Dear Parishioners: rockwell-freedom-from-want-2fl28wnI hope you had a Happy Thanksgiving with your family and friends.  Does it seem to you, as it does to me, that Thanksgiving snuck up on us  this year, taking us by surprise? And here we are now with leftover turkey and cranberry and it’s the First Sunday of Advent already!    The change to the color purple and the addition of the Advent wreath and candles in Church and our homes remind us that we’ve entered a new season on the church calendar. A season for preparing to ready the way for Jesus to enter our hearts.12_24_mary_and_joseph_donkey_Nazareth_

So, as we enter the season of Advent this weekend and with Christmas and a new year just around the corner we need to heed the Advent cry: Come, Lord Jesus! When we need him most and least expect Him: Jesus is coming into our hearts.  Not just at Christmas, not just in Advent, not just in December, but every minute of every hour of every day! Many of us, especially the children, are looking forward to Christmas with great and joyful anticipation. For others this is  a  difficult time that can be overwrought with worry, anxiety,  loneliness and grief.

Today a season  begins by inviting all our hearts to open up and Adventprepare a way for the Lord to enter.  As  Jeremiah reminds us:  “the days are coming when the Lord will fulfill his promise to keep us safe and secure.”  As St. Paul tell us, the Lord’s desire is “to strengthen our hearts in love, to help us lead lives pleasing to God.”   Advent is a season to keep vigil for signs of Jesus’ coming, not so much in the sun, the moon and the stars, but in our hearts in the midst of all our troubles and joys.   Advent is a season meant to prepare us to welcome with joy the Lord more fully into our hearts and lives.  The so-called “holiday season”  is all around us, the “commercial season” taps our bank accounts, and the “social season” of decorations, cookies, gifts and parties distracts us. None of these are particularly beneficial in helping us welcome Jesus into our hearts or our lives.

What is helpful for us is to find some quiet time in Advent to sit with the Lord in prayer and reflection.  We areAA034250 blessed to have a Church that is open all day long.  So stop by before or after work or school and spend just  a few minutes away from the noisy and hectic pace of the season around us to be with the Lord.  What is helpful for us is to prepare ourselves by seeking God’s mercy and forgiveness in Confession.  Take  some time this season to prepare yourself for Christmas through the Sacrament of Reconciliation.  Come to Confession on a Monday night at 6pm or Saturday afternoon at 3pm.  Receive Gods’ mercy and forgiveness this season. What’s helpful is not buying, consuming and filling up on everything  but rather emptying ourselves out to make room, for Jesus to come in to our hearts and make Himself at home there.  That’s what the great feast we anticipate, Christmas is truly all about: Jesus coming to make His home among us and within us.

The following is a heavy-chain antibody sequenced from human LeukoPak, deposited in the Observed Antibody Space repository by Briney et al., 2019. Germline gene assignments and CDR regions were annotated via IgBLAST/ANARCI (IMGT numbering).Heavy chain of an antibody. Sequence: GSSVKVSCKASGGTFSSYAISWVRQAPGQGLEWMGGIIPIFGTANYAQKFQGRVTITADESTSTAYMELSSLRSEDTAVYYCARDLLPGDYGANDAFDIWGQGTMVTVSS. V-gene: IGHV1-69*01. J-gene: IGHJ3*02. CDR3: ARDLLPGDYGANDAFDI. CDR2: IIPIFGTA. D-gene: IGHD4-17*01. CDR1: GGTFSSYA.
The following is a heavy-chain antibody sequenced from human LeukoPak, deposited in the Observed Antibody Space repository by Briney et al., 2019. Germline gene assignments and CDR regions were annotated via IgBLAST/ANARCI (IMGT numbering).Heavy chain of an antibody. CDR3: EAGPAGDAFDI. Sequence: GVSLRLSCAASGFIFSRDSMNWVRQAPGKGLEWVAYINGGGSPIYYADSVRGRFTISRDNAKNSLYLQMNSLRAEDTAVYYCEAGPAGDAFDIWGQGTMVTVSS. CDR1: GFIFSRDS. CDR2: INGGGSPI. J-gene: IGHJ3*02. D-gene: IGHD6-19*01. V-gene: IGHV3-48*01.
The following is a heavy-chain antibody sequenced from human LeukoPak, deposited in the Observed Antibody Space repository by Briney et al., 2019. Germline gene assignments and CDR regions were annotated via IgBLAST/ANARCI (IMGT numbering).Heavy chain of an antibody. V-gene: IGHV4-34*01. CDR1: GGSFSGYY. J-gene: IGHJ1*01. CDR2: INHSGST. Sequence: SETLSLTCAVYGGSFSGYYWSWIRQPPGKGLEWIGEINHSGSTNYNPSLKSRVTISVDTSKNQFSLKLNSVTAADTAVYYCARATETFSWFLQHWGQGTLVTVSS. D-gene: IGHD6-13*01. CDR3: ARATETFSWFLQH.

a_4x-horizontalWhat’s helpful is doing whatever we can to avoid extravagance and over-indulgence in giving to those who already have so much and perhaps even too much, but rather doing whatever we can to reach out to those who have so little and need so much.  Will we welcome in the season of Advent?  Will we prepare to welcome the presence of Jesus within us?  Will we try to spend at least part of the next four weeks focusing not so much on things whose shelf-life is so short but on those realities that can and do last forever?

The greatest Christmas gift ever given or received is God’s gift of love to us in giving us His Only Son,  Jesus Christ, our Savior and Redeemer. It is the  giftThe Adoration of the ShepherdsAgnolo Bronzino, c. 1535 found in His Gospel, in His passion, death and resurrection, and in the Eucharist that we celebrate.  As we enter into this time of joyful anticipation and prayerful preparation may it change our hearts to welcome Christ who comes to bring us  healing, forgiveness, hope, peace, joy and love!

Blessed John Henry Cardinal Newman says of Advent: “They watch for Christ who are sensitive, eager, apprehensive in mind, who are awake, alive, quick-sighted, zealous in honoring Him, who look for Him in all that happens, and who would not be surprised, who would not be over-agitated or overwhelmed, if they found that He was coming at once. This then is to watch: to be detached from what is present, and to live in what is unseen; to live in the thought of Christ as He came once, and as He will come again; to desire His second coming, from our affectionate and grateful remembrance of His first.”

So celebrate Advent! Pray and prepare the way of the Lord. Be well. Do good. God Bless. Go Pats!